High resolution blood flow mapping in the anterior segment of the eye

Dustin Kruse, Ronald Silverman, D. Jackson Coleman, Steven Erickson, Katherine Ferrara

Research output: Chapter in Book/Report/Conference proceedingConference contribution

3 Scopus citations


A new high frequency ultrasound system has been developed to visualize and measure blood flow parameters in the superficial microvasculature with a resolution of 40 μm. A recently reported method, which we call swept-scan or swept Doppler, has been developed to rapidly acquire 2-D frames data for blood velocity estimation using sweeping scans of a single element focused transducer. Using this new method combined with the M-mode technique, experiments were performed to quantify blood flow in the highly vascular, anterior segment of the eye. Scans of radial vessels in the rabbit iris indicate that blood flow can be mapped in arterioles down to 40 μm in diameter with velocities as low as 0.5 mm/sec. Furthermore, preliminary estimates of the effect of vasoactive drugs show that blood flow changes due to application of topical atropine can be measured in the 200 μm rabbit major arterial circle with both M-mode and swept-scan techniques. In particular, the M-mode technique was sufficiently sensitive to detect changes in peak systolic and diastolic blood flow, and these velocity measurements were consistent with those obtained from the swept-scan.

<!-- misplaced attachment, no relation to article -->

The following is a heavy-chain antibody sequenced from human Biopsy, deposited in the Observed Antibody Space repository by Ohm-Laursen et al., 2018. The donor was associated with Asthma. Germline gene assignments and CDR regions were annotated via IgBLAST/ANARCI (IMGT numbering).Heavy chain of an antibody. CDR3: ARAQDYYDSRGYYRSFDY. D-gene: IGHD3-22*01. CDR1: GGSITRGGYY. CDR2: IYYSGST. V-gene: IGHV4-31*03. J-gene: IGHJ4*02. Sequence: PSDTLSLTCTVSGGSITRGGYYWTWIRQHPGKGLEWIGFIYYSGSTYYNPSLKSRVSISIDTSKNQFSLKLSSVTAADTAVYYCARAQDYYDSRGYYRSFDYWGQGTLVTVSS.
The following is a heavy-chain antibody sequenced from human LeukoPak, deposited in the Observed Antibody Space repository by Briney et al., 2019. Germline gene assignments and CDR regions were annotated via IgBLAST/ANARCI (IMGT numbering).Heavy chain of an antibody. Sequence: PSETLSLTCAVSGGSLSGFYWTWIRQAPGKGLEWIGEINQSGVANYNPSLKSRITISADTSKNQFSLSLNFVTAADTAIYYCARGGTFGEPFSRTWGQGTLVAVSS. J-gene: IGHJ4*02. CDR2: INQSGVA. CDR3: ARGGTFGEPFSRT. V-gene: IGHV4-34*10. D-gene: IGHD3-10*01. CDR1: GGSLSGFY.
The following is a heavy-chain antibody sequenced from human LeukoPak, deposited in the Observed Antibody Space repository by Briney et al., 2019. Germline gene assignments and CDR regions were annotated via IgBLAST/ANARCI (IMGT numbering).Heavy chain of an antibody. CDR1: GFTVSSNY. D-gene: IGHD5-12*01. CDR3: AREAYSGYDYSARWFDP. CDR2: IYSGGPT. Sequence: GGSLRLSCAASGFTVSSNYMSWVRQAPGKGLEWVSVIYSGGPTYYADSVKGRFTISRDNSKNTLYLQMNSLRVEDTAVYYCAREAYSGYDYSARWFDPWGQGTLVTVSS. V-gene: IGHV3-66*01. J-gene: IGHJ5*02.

Original languageEnglish (US)
Title of host publicationProceedings of the IEEE Ultrasonics Symposium
Number of pages4
StatePublished - 1999
Event1999 IEEE Ultrasonics Symposium - Caesars Tahoe, NV, USA
Duration: Oct 17 1999Oct 20 1999


Other1999 IEEE Ultrasonics Symposium
CityCaesars Tahoe, NV, USA

ASJC Scopus subject areas

  • Engineering(all)


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